Baby season is coming early this year.

I am still on crutches but will have to stay home to feed and take care of the critters. The timing isn’t convenient, but when God puts a “baby in need”, in front of you, you just “git ‘er done”. Babies can’t wait. Please say a prayer for Raccoon and help us save him if you can.

Thank you for all the love and support and all the lives you’ve saved! We could not do this without you!

If you want to help You can go to You Caring – to help us keep saving lives..

You can go to Paypal

if you would like to help these horses.

You can donate via check at Chilly Pepper – Miracle Mustang, P.O. Box 190 Golconda, NV 89414

You can also donate via credit card by calling Palomino at 530-339-1458.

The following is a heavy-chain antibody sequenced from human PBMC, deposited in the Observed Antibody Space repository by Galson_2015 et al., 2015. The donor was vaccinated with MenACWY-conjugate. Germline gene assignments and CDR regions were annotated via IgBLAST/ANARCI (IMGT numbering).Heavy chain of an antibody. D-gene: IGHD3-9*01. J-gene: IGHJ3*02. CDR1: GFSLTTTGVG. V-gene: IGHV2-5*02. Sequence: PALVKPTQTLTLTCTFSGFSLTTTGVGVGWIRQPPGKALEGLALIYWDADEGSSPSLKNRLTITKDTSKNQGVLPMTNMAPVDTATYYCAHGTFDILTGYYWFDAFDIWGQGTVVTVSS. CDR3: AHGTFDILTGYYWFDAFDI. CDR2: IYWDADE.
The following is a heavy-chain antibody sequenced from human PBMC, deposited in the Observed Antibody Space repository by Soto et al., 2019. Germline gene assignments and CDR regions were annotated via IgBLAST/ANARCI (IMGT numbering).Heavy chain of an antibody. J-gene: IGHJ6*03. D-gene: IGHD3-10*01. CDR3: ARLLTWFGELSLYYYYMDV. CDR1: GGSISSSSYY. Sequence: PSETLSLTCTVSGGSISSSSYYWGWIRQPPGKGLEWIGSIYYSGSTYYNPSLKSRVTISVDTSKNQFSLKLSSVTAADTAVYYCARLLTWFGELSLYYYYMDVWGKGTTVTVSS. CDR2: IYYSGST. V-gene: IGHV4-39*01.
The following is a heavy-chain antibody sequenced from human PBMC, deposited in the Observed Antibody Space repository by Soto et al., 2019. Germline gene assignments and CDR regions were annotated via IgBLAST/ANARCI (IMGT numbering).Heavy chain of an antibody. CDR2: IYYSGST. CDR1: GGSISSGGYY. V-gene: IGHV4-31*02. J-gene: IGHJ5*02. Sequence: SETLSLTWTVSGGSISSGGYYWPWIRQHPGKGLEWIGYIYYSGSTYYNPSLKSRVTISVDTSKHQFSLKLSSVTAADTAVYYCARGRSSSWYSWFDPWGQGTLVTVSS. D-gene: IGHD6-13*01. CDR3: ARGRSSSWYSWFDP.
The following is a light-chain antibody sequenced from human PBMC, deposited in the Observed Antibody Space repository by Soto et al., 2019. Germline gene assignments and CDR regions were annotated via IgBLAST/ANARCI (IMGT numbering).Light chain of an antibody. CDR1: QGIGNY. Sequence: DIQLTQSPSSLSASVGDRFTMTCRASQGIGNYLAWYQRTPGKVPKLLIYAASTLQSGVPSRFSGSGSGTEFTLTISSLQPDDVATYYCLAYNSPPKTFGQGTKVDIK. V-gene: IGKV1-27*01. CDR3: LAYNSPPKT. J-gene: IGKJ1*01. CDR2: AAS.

NO MATTER HOW BIG OR HOW SMALL – WE SAVE THEM ALL!

SAVING GOD’S CRITTERS – FOUR FEET AT A TIME

Chilly Pepper – Miracle Mustang, WIN Project – Rescue & Rehab

Donate to Help

 

First Quarter Webinar to Discuss ELD Mandate

0

 

 

The following is from the American Horse Council:

January 25, 2018

First Quarter Webinar to Discuss ELD Mandate

The American Horse Council (AHC) will host its First Quarter 2018 webinar on Monday, February 12th at 3:00 pm ET and will address the recent Electronic Logging Device (ELD) Mandate that has caused much confusion and a lot of questions throughout the equine industry.

In light of the recent phone calls and emails with questions about the ELD Mandate and how it is going to not only affect the industry, but individuals as well, the AHC felt it was appropriate for the first webinar for 2018 to address the ELD mandate, and would be a compliment to the brochures that have already been put together on this issue.